Teddy Roosevelt's Whistle-Stop in Muncie
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In 1900 one of the most popular men in United States’ politics hit the presidential campaign trail. And no, it wasn’t the President. Up for re-election was Republican William McKinley. Enjoying popularity across the country, McKinley’s previous vice-president had passed away in office. When it was time to run for re-election he weighed his options for a new vice presidential candidate. Although there were plenty of options, he ultimately chose New York Governor Theodore Roosevelt.
This political button dates to Theodore Roosevelt’s 1904 campaign when he ran for President. Minnetrista Heritage Collection
At the relatively young age of 41, Roosevelt was already well-known around the country. Born into privilege, Roosevelt had overcome weak health as a child. He graduated from Harvard University, was a published author and naturalist, had served as a New York assemblyman, and spent time as a cowboy in the Badlands. If that wasn’t enough intrigue, Roosevelt had also served as the Assistant Secretary of the Navy, came home from the Spanish-American War a hero and leader of the notable Rough Riders, and was now fighting political corruption as the Governor of New York. Needless to say, Roosevelt had popular appeal. And during the campaign his assignment was to use that appeal to win over voters in the West, Midwest, and states bordering the South.
President McKinley was not a travelling campaigner. During his first bid for election he did all of his campaigning from the front porch of his home in Canton, OH. This time around he didn’t intend to change that. Instead he sent Roosevelt out on a grueling train tour on his behalf. During his 138 days as the vice presidential candidate Roosevelt made 480 stops in cities and towns around the nation. Many lasted only a few minutes, some involved parades in his honor, and often he didn’t even step off the train he was riding on.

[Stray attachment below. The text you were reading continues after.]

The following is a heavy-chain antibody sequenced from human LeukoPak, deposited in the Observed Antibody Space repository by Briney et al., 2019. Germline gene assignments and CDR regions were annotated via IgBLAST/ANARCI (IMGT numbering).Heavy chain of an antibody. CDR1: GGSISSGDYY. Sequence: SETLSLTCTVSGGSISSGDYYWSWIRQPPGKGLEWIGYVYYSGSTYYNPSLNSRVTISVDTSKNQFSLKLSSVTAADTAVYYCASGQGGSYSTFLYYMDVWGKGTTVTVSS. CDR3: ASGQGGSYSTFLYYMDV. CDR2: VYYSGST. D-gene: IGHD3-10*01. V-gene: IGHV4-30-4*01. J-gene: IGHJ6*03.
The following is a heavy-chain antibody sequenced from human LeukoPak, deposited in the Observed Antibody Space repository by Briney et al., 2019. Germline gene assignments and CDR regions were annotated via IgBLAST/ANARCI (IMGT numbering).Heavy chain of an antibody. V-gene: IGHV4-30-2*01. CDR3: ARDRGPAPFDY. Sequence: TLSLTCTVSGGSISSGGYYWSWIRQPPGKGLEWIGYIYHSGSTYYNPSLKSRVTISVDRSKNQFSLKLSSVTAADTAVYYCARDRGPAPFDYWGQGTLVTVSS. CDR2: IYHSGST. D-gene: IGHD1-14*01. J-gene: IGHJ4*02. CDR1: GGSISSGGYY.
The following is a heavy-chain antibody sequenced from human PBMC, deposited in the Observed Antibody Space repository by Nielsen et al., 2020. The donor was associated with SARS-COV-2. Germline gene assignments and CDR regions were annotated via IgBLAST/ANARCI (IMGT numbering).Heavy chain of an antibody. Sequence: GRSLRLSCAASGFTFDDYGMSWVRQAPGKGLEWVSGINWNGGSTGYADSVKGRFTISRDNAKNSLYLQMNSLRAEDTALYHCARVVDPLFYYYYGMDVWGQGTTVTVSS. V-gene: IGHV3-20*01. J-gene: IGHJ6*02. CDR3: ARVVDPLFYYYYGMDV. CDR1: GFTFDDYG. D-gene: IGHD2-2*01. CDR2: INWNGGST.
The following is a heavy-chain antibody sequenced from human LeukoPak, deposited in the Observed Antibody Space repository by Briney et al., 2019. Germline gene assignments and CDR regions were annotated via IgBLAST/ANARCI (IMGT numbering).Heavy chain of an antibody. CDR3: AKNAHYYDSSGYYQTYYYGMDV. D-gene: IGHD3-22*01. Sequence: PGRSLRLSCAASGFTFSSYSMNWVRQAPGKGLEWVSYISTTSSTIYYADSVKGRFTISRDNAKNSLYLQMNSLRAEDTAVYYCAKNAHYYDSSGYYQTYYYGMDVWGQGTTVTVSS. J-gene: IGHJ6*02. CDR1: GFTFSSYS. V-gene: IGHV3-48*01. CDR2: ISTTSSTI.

On October 11, Roosevelt’s train rattled through East Central Indiana. Leaving Marion at 8:30 a.m., by 10 o’clock that morning he had already made three stops and arrived in Anderson. After giving a speech to a crowd of 15,000 he re-boarded his train and headed for Muncie.
This photo of Teddy Roosevelt was taken at the southeast corner of Jackson and High Streets in Muncie during his vice-presidential campaign in 1900. Minnetrista Heritage Collection
When he arrived, the crowd waiting to greet him numbered between 25,000 and 30,000. Roosevelt disembarked his train and took his seat in a carriage that carried him through the streets of Muncie. As part of a large parade, Roosevelt’s presence drew much enthusiasm. Cheers of McKinley and Roosevelt’s names could be heard around town. The Indianapolis Journal reported that homes were decorated in the nominee’s honor and girls in Rough Rider hats waved handkerchiefs as the carriages and floats passed by. Everywhere yellow silk badges indicating loyalty and patriotism to the candidates fluttered in the breeze. Among the businesses represented in the three-mile parade were the Midland Steelworks, the Muncie Pulp Company, and the Republic Iron and Steel Company.
Many area companies drove floats and wagons in support of McKinley and Roosevelt, including the Indiana Bridge Company of Muncie. Minnetrista Heritage Collection
With the event drawing not only the local community, but individuals from outlying towns as well, the crowd swelled and congested the streets. In fact, one newspaper reported that clubs from other communities, intending to participate in the parade, could not make it in time because hordes of people blocked roadways.
It wasn’t just businesses that came out to show their support. The Indianapolis Journal reported that several wagons of young women dressed in white also came out to back the Republican ticket. Minnetrista Heritage Collection
By the time Theodore Roosevelt re-boarded his train to head to his next stop, the vice presidential hopefully had spent just over 30 minutes in Muncie. Although the stop was brief, the enthusiasm of the crowd continued on. When voting results rolled in after Election Day, it was a decisive victory for McKinley and Roosevelt. In Indiana Roosevelt’s whistle-stop campaigning paid off. Delaware County came out in support of the McKinley/ Roosevelt ticket, and on the state level the team won 50.6% of the state’s votes.